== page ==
If the provincial government wishes, residents of this province can use their current registration numbers to support conservation efforts.
The Provincial Head of the Canadian Society for Parks and Wildlife (C-PAWS-NL) leads the registration fee – a voluntary program where residents pay a small fee to obtain a special registration plate containing plants or animals province.
The funds received will be allocated annually to conservation groups.
This is a program that has been successful in many other jurisdictions for some time.
Just last year, a similar program in New Brunswick brought $ 380,000 from 55,000 storage cards. This province has generated nearly $ 4 million for conservation groups since 1998 through its registration number registration program.
"This is an initiative that works so it's kind of like a non-brain," said C-PAWS-NL Conservation Coordinator Kathy Unger.
"It will create or at least keep people at work and take advantage of many areas of the environment, not just a niche or just one part of the province – it can be very far away."
About a year ago, Unger thought he was trying to run the program in Newfoundland and Labrador. Since then, she has received 20 letters of support from environmental organizations in the province.
Unger has also received support from at least one major dealership in the province – Capital Auto Group.
"We were excited when C-PAWS brought this idea to us at Capital Subaru, because the Subaru brand is very focused on the pleasure and gratitude of nature," said Matt Kelland, Head of Marketing at Capital Auto Group. email to The Telegram.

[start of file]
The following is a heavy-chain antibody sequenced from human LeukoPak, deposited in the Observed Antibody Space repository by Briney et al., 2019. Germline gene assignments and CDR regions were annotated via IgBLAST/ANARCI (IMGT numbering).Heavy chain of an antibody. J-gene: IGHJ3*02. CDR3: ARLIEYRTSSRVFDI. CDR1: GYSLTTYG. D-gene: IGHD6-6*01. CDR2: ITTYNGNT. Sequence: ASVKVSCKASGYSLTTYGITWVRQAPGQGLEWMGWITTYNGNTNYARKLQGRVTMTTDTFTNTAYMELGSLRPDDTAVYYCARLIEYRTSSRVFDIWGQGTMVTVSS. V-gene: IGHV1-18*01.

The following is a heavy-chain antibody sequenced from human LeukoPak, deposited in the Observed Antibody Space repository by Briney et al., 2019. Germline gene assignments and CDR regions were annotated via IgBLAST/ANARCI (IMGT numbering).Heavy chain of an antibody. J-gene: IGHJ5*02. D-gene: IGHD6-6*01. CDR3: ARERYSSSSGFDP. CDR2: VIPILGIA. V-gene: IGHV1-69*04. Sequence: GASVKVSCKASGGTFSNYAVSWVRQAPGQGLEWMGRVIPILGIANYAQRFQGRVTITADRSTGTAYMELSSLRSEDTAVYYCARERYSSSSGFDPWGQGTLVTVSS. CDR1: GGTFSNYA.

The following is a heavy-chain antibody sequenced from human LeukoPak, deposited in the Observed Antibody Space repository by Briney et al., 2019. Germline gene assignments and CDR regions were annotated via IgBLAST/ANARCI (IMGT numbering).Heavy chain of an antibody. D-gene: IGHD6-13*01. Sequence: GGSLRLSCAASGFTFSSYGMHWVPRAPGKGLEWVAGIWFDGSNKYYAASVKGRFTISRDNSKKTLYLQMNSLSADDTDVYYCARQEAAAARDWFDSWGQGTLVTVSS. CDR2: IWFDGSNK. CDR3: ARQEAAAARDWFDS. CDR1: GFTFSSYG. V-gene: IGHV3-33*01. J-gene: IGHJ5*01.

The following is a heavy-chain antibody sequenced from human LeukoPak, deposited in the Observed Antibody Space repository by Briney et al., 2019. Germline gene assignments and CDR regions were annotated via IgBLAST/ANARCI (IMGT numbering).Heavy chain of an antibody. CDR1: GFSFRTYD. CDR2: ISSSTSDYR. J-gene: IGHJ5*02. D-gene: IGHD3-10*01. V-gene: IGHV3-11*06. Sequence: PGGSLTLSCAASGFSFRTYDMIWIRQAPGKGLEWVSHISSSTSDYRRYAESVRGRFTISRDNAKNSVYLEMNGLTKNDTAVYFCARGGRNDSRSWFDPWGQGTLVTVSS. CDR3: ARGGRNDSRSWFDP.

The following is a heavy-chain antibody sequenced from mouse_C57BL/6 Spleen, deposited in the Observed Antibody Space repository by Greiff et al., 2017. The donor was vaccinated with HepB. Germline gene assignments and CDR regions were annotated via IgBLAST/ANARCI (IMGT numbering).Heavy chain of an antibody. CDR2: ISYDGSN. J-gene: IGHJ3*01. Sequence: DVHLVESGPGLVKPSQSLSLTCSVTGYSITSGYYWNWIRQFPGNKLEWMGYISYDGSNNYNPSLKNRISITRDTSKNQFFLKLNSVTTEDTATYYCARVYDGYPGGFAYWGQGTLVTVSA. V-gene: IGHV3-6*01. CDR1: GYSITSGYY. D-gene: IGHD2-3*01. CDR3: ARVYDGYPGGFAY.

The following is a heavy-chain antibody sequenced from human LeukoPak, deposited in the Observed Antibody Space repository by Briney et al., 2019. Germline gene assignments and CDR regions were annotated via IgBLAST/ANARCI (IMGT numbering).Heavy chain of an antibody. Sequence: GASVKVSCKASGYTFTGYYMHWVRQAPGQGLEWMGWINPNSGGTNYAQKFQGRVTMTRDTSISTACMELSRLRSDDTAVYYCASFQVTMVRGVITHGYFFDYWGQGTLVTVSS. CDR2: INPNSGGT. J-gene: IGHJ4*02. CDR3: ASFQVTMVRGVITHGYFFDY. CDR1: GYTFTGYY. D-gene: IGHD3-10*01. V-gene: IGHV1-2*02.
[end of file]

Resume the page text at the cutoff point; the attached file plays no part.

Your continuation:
"We understand that projects like this have been very successful everywhere in Canada and hope that a registration number registration program will be available in the province that we can maintain in all Capital Auto Group dealers."
The obstacle is trying to attract an audience in the provincial government.
"He was almost a year old," Please, hear my idea, "said Onger.
However, she said the province would not "go blind".
"The big plus for this program is that it was done before in many other places."
During her studies, she received advice from groups in New Brunswick and Prince Edward Island about how the programs work there.
A powerful visual statement
Hungary has said that the registration numbers will also make a powerful visual declaration, highlighting the province's commitment to its valuable natural heritage.
It is also possible to have public information about which iconic species they would like to see on the plates.
"It may be a bowl or a jug, a whale or a caribou – we have really special species in the countryside.
The logistics of the conservation tiles will be managed by a voluntary conservation conservation committee, composed of representatives of the indigenous population, hunting, fishing, trapping, conservation and conservation interests.
Unger said there are more than 55 environmental organizations in the entire province with a wide range of projects that funds can help.
Many of these organizations are currently struggling to get funding.
"Many projects simply do not materialize," she said.
"Many smaller environmental groups … just break apart because there will be no permanent funding to be applied annually.
"Many of us are small groups and we have different strengths, but no group will solve all the problems, and this committee will take this distributed funding from these environmental records and distribute them."
The next step is to meet with representatives of provincial governments.
"I just need this appropriate audience to present this information and I think everyone who has seen it so far has been impressed, so I hope that the right factors will be impressed," Unger said, adding that hopes the program will get the green light "as soon as possible."